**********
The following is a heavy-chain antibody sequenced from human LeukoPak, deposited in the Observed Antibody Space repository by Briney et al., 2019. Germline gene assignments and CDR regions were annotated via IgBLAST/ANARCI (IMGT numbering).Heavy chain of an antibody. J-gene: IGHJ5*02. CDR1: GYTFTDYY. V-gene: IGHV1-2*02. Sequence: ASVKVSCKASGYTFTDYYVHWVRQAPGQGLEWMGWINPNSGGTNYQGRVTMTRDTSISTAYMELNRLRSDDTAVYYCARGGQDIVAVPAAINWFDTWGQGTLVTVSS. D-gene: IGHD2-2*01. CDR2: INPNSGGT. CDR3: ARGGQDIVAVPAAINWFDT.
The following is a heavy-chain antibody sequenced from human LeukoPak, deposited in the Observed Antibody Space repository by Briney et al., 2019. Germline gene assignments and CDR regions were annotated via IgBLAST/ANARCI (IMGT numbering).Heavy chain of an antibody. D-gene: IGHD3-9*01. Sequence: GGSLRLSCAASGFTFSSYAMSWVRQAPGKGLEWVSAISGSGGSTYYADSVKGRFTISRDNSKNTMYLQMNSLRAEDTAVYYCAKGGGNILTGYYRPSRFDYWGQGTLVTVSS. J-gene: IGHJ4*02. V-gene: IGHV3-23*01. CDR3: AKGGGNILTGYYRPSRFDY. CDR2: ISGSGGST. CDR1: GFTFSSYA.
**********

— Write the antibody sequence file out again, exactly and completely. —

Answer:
The following is a heavy-chain antibody sequenced from human LeukoPak, deposited in the Observed Antibody Space repository by Briney et al., 2019. Germline gene assignments and CDR regions were annotated via IgBLAST/ANARCI (IMGT numbering).Heavy chain of an antibody. J-gene: IGHJ5*02. CDR1: GYTFTDYY. V-gene: IGHV1-2*02. Sequence: ASVKVSCKASGYTFTDYYVHWVRQAPGQGLEWMGWINPNSGGTNYQGRVTMTRDTSISTAYMELNRLRSDDTAVYYCARGGQDIVAVPAAINWFDTWGQGTLVTVSS. D-gene: IGHD2-2*01. CDR2: INPNSGGT. CDR3: ARGGQDIVAVPAAINWFDT.
The following is a heavy-chain antibody sequenced from human LeukoPak, deposited in the Observed Antibody Space repository by Briney et al., 2019. Germline gene assignments and CDR regions were annotated via IgBLAST/ANARCI (IMGT numbering).Heavy chain of an antibody. D-gene: IGHD3-9*01. Sequence: GGSLRLSCAASGFTFSSYAMSWVRQAPGKGLEWVSAISGSGGSTYYADSVKGRFTISRDNSKNTMYLQMNSLRAEDTAVYYCAKGGGNILTGYYRPSRFDYWGQGTLVTVSS. J-gene: IGHJ4*02. V-gene: IGHV3-23*01. CDR3: AKGGGNILTGYYRPSRFDY. CDR2: ISGSGGST. CDR1: GFTFSSYA.